In short, I don’t know what the hell I’m doing.  But I keep doing it because I only have to get this one step right in order for the whole thing to work out.  My great big wire/plaster/papier-mâché conglomeration sits on the living room coffee table now like an odd faceless gargoyle.  As I work, I see my one current step; when it’s done, I stand back and see what it will become.  At every turn, I’m doing something I’ve never done before, working with materials wholly unfamiliar to me, and flying by the seat of my pants.  But I can’t think about that now.  There’s work to be done and it won’t happen unless I get in there and do it—one step at a time. 

Our lives run in a similar way.  Each step is the most important one, and that’s the one that needs the most help we can give it.  Ever since I began as a witch 15 years ago, I’ve called upon magic not as a last resort, but as a first.  I use it to direct my future, set the steps to take, and smooth out the wrinkles along the way.  I know that this is vastly different from much of the current thought in the magical community, but it has kept me always in sight of my goals and because of that has served me well. 

It keeps me going to see the finished product even if it’s currently just as a drawing on paper.  I know it will work out, no matter what it takes, because I have willed it. We create with our wills and our imagination.  This is magical thinking—you make it come to life with the same power you hold inside you to dream, to wish, to believe in something more than tangible reality.  Have your goal firmly set in your mind the whole time and it will slowly take that shape.  Your magic can work to direct the steps you take in meeting that goal at the end.  And meet it you will.
I’m sure this costume will be a bit different from my idea of it—just as one’s vision of marriage or childbirth can easily differ from the reality—but that will not mean it’s imperfect, only that a static image will never be as wonderfully alive and unpredictable as the real thing.  Maybe it will be better than I planned.  Maybe not so grand.  But in either case, it will be everything I could give it.  That is what we owe to ourselves to give in our lives—everything we’ve got.  And that’s not something we give away.  It’s what we carry with us, mold into our personal histories, and use to create the mountain upon which we can someday stand and see distant horizons.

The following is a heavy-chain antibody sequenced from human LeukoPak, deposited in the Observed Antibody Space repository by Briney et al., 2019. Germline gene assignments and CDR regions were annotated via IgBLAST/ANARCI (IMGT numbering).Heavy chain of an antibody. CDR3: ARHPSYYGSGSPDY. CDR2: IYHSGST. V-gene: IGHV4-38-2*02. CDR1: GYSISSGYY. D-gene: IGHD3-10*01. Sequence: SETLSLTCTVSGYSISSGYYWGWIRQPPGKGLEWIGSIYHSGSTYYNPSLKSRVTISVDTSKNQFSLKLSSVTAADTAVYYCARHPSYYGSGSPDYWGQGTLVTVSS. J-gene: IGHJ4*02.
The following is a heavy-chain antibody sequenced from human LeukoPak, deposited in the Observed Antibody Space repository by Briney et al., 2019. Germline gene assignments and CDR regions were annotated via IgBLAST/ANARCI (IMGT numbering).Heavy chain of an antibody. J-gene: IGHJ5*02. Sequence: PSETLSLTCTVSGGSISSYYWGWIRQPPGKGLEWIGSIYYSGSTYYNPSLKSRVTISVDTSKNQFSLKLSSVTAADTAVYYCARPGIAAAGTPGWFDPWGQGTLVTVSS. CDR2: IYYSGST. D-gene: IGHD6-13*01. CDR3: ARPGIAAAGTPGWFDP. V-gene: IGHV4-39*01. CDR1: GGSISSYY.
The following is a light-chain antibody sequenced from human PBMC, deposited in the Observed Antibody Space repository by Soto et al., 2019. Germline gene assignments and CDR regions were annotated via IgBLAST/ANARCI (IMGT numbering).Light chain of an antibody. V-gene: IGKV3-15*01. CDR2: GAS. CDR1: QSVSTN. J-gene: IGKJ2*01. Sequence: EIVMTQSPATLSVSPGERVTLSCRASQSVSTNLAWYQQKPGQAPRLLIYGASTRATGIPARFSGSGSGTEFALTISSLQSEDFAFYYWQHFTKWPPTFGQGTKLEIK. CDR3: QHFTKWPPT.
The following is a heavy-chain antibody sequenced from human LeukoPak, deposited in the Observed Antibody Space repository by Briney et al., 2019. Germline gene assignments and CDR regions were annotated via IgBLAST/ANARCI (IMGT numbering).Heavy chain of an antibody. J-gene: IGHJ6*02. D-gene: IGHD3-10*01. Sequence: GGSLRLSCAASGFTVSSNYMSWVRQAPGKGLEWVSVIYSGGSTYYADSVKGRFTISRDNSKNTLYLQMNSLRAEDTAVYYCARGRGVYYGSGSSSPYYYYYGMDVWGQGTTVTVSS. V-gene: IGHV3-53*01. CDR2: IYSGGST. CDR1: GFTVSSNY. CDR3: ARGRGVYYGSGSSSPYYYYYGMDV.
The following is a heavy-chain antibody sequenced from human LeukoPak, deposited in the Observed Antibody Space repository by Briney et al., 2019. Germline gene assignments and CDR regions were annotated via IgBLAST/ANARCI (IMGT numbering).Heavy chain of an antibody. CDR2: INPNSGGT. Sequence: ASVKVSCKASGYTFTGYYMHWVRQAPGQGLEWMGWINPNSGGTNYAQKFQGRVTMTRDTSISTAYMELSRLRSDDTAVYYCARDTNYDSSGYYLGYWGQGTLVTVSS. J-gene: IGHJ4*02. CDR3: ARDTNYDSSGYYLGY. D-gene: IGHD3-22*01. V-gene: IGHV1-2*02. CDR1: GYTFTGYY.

Post a Comment

About Me

My photo

My name is Quill and I've been practicing witchcraft for the past 17 years. 10 of those years I've been reading tarot and teaching.  I own a shop on Etsy called Quill's Occult Supply (check it out at full of handmade ritual and decorative items, spell components, and wild picked herbs.

I love to work with my hands.  Magic is a tool to shape our lives, and I'm using magic to shape tools to shape magic.  Cosmic! 

I use a lot of my favorite things in my shop: herbs, candles, wood, fabric, paint, clay.  And I get to carve, burn, grind, mold, think, dream ... I'm in the perfect business!

I've written 3 manuscripts for publication (2 non-fiction and 1 fiction) and am an avid NaNo-er!  I and my husband run a local coven called Orbis Prosapia, and our children are growing up surrounded by magic, mythology, fairy tales, Earth worship, art, open discussion, music, and humor. 

In addition to working on Ex Penna about my experiences as a professional witch, I also write for Scenes from the Circle about being a coven leader. 

Powered by Blogger.

Blog Archive